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Electronic mail message from Paul Koehler, St. Joseph,
I'm going to try to answer Bernelda Becker's requests
on Butchering Day as best as I can remember and with a little help
from my sister.
The last butchering day that we had was in 1948 and
I was just a wee Lad of 12 years and after 50 years the brain begins
to take on some cob-webs:
We would always butcher when the weather turned cold,
like the last week in November or the first weeks of December. It
was usually a hog and a beef but at times it was more pork.
Early in the morning a fire was started under the
kettle to get the scalding hot water ready for the large drum, on
an angle, to put the pork in to remove the hair.
We also stored some of the meat in a crock with lard.
The meat was fried and the lard was heated up to liquid. The meat,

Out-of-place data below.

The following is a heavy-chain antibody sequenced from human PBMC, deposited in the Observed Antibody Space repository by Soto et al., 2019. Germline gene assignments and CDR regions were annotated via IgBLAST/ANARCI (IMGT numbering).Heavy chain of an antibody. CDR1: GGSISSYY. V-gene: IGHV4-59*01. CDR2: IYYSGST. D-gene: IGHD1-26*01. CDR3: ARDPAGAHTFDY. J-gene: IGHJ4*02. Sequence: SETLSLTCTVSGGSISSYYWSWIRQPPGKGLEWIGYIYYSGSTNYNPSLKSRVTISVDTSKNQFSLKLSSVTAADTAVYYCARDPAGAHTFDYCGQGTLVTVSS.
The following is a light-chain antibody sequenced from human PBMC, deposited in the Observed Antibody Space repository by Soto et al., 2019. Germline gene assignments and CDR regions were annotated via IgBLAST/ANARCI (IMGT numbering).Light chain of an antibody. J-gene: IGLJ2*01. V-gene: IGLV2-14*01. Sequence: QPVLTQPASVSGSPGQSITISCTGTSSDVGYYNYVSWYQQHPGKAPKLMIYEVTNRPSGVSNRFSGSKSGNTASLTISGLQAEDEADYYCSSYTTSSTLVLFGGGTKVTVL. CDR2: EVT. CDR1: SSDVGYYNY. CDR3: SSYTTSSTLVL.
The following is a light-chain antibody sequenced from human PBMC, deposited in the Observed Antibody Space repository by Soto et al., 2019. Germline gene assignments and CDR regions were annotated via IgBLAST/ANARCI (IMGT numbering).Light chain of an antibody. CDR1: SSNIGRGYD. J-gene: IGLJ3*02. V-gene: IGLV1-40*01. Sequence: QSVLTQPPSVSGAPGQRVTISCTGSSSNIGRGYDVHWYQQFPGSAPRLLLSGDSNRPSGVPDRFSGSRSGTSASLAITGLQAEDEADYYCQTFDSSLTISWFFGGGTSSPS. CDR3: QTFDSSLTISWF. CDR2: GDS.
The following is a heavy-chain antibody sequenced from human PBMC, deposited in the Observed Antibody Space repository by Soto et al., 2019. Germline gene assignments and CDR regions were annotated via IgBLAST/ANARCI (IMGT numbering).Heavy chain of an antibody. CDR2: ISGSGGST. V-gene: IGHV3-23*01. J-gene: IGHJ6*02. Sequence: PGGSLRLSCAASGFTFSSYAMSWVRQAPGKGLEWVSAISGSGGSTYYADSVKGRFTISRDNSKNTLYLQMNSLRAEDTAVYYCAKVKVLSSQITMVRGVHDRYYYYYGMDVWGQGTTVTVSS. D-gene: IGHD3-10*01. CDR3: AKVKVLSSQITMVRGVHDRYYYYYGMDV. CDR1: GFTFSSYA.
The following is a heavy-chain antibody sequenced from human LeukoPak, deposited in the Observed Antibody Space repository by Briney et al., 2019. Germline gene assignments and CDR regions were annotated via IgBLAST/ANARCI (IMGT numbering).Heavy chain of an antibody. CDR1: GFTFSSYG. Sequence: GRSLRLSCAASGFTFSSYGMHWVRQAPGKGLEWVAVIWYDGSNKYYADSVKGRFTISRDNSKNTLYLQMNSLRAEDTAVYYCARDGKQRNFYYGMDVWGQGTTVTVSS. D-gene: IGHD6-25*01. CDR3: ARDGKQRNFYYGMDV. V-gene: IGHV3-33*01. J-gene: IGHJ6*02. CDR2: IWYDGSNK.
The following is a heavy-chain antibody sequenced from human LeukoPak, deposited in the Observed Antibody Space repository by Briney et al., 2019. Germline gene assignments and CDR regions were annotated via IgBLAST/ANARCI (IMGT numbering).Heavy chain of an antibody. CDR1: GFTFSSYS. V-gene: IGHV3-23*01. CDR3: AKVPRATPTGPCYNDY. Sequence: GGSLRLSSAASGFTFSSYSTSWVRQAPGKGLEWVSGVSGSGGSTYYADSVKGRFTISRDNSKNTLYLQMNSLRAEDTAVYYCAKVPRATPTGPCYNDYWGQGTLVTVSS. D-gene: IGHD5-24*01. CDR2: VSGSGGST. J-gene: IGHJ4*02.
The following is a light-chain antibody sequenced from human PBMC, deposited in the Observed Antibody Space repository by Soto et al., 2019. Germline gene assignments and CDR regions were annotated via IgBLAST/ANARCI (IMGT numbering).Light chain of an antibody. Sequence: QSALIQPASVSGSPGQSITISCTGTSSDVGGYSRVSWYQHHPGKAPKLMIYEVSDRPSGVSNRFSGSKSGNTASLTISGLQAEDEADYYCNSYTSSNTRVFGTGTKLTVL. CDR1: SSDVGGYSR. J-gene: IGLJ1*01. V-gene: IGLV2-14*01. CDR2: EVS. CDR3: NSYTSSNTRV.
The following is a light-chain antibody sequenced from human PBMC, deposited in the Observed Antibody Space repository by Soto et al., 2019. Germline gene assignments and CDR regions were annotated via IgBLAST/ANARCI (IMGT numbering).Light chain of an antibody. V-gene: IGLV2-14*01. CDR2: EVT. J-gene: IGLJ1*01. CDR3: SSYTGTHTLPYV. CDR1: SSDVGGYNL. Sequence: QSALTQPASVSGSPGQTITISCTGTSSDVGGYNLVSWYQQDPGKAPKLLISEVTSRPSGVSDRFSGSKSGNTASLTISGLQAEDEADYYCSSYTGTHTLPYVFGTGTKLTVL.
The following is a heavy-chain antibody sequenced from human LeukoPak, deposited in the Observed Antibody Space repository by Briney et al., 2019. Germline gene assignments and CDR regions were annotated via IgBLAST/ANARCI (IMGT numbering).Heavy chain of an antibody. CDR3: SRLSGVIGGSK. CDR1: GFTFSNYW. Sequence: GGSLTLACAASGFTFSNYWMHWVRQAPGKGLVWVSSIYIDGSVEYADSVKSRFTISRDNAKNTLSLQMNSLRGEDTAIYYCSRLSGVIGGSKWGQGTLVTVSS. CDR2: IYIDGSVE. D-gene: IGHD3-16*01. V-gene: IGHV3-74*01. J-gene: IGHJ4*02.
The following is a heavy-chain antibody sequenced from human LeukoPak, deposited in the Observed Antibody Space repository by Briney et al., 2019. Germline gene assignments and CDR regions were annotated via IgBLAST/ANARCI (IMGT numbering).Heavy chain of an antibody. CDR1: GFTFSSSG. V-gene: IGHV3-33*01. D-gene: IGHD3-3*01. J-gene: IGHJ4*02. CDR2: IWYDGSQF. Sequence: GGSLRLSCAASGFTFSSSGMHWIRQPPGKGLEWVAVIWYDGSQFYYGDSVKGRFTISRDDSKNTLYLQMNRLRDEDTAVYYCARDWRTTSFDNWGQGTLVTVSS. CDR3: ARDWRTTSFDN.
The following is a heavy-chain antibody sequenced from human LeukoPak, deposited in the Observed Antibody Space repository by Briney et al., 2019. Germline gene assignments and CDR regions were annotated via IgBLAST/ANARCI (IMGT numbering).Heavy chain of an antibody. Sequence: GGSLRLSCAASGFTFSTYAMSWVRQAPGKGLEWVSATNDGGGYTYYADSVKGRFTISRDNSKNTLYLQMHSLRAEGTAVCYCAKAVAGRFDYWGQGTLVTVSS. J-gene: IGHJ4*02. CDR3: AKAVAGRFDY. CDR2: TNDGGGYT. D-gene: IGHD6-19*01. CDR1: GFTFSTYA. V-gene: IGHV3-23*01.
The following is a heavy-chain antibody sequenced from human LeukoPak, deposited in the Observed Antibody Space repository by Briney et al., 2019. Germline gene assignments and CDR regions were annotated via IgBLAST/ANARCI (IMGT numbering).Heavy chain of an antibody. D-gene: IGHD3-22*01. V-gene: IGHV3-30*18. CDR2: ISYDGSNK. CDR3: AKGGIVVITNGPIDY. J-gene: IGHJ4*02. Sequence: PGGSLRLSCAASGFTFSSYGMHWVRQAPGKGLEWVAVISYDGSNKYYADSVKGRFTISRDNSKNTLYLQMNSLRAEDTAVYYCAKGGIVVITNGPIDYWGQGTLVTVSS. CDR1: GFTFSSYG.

like pork chops, etc., was packed into the crock and the liquid
lard was poured over it until the crock was level full. These crocks
were stored in the cellar. Sometimes there developed some mold on
top of the lard but this was scrapped off of the top when it was
time to consume the meat. The meat was taken out and warmed up and
ready for the hungry mouths.
The hog's stomach was cleaned. We had most of our
meat ground up at a local General store and butcher shop. This ground
meat was seasoned, cooked and then stuffed into the stomach and
hung up to dry. We had an outside building where the meat was hung.
Sausage's, hams and bacon were also hung in the outside building,
up high, to keep away from any animals.
Most of the time when warm weather came around the
outside meat was all consumed but if there was some left it to was
stored in the cellar and sometimes also put into the crock method.
to use any images from the GRHC website may be requested
by contacting Michael